When the Supreme Court recently gutted Section 5 of the Voting Rights Act, it did so under the theory that there was little evidence of continuing racial discrimination in the states that were required to get preclearance before changing their voting laws. Congress had rather pointedly disagreed when it renewed the VRA in 2006, but no matter. The Supreme Court knew better.
So how has that theory worked out? Normally we'd have to wait a while to find out. Even Citizens United, which gutted campaign financing law, took a few years before its full effect was obvious. But in this case, a few weeks has been enough. A couple of days ago, the North Carolina Senate voted to approve a Draconian set of changes to its voting laws, and there's not much question that final passage will come shortly. Check out this astonishing list of changes in the bill:
- Require voter ID at polling places.
- Reduce the early voting period from 17 days to 10 days.
- Prohibit counties from extending poll hours by one hour on Election Day even in extraordinary circumstances, such as in response to long lines. (Those in line at closing time would still be allowed to vote.)
- Eliminate pre-registration for 16- and 17-year-olds, who currently can register to vote before they turn 18.
- Outlaw paid voter registration drives.
- Eliminate straight-ticket voting.
- Eliminate provisional voting if someone shows up at the wrong precinct.
- Allow any registered voter of a county to challenge the eligibility of a voter rather than just a voter of the precinct in which the suspect voter is registered.
In the past, all of this would have required preclearance from the Justice Department, and it almost certainly would have been dead on arrival. But with the end of Section 5 there was nothing left to stop them, so the bill turned into a feeding frenzy of provisions designed to suppress voting among blacks, Hispanics, the poor, and the young. "What's happening in North Carolina," said Ed Kilgore, "is the product of a gang of ideologues led and funded by gazillionaire Art Pope who stormed the ramparts of a once-progressive state."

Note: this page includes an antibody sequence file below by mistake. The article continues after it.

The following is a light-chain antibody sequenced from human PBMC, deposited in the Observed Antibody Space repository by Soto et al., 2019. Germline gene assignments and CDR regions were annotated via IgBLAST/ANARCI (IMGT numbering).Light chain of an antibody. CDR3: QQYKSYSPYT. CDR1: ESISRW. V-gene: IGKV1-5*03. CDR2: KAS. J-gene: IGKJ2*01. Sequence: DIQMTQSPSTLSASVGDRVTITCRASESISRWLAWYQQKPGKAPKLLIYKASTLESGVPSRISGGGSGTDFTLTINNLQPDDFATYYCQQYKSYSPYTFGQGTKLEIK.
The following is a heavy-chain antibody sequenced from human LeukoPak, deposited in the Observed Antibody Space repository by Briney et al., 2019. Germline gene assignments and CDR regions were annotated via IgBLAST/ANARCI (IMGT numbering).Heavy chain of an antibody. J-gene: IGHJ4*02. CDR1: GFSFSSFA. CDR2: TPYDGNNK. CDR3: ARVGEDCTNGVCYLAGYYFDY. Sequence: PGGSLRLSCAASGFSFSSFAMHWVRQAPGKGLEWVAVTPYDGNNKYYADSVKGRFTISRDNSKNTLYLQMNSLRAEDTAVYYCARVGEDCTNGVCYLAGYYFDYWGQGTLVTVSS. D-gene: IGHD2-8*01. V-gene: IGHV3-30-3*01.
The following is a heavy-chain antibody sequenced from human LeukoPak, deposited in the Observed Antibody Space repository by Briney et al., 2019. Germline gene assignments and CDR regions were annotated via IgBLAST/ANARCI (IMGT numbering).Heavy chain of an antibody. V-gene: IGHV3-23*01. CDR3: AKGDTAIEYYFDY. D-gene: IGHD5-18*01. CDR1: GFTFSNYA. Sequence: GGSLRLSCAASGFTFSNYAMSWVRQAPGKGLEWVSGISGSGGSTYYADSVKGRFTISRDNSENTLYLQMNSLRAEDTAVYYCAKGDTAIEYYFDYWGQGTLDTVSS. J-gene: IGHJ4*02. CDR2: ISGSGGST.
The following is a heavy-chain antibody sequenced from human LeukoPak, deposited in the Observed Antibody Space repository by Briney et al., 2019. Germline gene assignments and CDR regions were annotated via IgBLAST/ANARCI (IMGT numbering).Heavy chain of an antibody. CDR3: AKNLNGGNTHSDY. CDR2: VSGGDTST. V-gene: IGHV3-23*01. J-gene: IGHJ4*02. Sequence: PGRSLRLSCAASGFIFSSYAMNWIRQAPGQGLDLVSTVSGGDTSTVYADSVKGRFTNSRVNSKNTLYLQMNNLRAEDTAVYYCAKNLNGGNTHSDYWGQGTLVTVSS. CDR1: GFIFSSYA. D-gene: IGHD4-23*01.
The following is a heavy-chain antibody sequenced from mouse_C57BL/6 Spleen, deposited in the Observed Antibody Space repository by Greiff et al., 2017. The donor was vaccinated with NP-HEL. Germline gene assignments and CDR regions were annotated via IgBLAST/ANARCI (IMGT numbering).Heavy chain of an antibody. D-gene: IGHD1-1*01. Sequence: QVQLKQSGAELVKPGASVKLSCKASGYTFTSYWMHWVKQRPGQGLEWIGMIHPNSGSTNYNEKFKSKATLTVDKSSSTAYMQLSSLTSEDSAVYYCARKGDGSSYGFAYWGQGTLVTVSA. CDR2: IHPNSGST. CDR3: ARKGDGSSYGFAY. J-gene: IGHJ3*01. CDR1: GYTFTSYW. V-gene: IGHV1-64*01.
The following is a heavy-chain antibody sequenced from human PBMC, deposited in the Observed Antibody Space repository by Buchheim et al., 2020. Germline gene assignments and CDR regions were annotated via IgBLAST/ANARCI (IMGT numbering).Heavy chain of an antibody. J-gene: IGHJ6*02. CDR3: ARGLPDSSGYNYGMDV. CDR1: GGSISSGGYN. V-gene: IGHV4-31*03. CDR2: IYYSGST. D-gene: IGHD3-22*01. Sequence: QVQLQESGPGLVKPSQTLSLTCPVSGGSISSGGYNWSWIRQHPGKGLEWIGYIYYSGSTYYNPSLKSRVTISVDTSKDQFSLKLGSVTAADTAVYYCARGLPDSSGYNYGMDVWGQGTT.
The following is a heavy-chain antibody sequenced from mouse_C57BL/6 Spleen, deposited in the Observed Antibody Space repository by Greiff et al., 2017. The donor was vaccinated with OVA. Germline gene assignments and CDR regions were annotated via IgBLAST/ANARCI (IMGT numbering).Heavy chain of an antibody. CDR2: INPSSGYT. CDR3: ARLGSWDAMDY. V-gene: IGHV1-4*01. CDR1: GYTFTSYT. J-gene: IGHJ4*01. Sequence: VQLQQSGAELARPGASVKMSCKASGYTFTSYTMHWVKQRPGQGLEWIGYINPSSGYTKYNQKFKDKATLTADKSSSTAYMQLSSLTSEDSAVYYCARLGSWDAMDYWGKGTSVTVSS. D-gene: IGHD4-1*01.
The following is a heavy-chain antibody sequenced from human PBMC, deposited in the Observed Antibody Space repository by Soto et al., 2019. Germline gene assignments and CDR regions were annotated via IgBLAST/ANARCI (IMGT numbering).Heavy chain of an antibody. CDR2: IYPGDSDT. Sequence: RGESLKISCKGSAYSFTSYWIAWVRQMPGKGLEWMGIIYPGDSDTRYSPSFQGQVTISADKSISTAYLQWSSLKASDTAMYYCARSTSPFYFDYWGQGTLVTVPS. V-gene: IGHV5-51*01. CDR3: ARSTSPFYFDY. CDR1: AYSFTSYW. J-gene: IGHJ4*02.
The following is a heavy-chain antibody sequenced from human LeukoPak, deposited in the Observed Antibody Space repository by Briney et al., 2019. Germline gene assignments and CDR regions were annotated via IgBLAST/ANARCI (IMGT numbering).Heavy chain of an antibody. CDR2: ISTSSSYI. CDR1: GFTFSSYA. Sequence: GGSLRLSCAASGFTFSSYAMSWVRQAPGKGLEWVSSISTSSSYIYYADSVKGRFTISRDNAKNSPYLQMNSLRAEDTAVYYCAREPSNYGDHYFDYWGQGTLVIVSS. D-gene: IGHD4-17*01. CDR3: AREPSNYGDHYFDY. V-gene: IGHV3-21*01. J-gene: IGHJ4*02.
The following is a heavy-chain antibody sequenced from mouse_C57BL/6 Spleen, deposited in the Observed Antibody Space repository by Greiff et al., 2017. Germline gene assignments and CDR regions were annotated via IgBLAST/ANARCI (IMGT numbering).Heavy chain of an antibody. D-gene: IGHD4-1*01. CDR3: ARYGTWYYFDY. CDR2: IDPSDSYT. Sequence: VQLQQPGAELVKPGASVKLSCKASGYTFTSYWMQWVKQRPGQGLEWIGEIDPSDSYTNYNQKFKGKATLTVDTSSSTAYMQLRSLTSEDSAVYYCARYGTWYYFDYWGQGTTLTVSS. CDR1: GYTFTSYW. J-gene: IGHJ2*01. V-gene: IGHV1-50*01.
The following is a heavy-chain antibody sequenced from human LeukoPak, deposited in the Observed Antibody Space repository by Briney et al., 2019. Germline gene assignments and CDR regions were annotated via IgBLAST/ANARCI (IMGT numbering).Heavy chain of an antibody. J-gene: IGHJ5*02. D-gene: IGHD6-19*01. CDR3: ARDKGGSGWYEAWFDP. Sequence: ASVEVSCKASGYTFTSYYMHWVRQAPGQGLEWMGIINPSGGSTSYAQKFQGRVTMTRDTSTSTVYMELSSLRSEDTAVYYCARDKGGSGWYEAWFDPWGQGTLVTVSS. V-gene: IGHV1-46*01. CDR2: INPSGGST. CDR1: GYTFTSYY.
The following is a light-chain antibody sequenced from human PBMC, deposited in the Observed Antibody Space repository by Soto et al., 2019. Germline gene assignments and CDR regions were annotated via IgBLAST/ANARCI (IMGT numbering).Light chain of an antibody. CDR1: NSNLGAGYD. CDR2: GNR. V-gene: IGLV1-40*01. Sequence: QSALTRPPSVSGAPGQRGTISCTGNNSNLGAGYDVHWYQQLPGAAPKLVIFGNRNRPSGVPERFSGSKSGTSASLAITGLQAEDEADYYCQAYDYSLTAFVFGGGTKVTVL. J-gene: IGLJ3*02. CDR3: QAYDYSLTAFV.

There is, needless to say, virtually no justification for any of this. "Election integrity" is the stated reason, but examples of voter fraud are vanishingly rare and no one in North Carolina has even bothered to pretend otherwise. They just want to reduce voting among any group that happens to support Democrats. If that means reducing the black and Hispanic vote—something that North Carolina's own Secretary of State has confirmed will happen—well, you can't make an omelet without breaking a few eggs, can you?
So is there any hope of overturning this law? There's not much in North Carolina itself. But on Thursday, Attorney General Eric Holder announced that the Justice Department would file a suit to halt a new voter ID law in Texas. "My colleagues and I are determined to use every tool at our disposal to stand against such discrimination wherever it is found," he told an audience in Philadelphia, and a suit to stop North Carolina's law is likely too. So this is where the fight is headed. Section 5 is dead, and despite some early noises from congressional Republicans about passing a new version, there was never any serious chance of that happening. What's happening in North Carolina, after all, is part of a broad push by the Republican Party itself throughout the country. So now it's up to the Justice Department to go in after the fact and take these laws to court one by one. The Supreme Court seemed to think this was a perfectly adequate substitute for preclearance. We'll soon find out if they were serious when one of these challenges eventually wends its way onto their docket.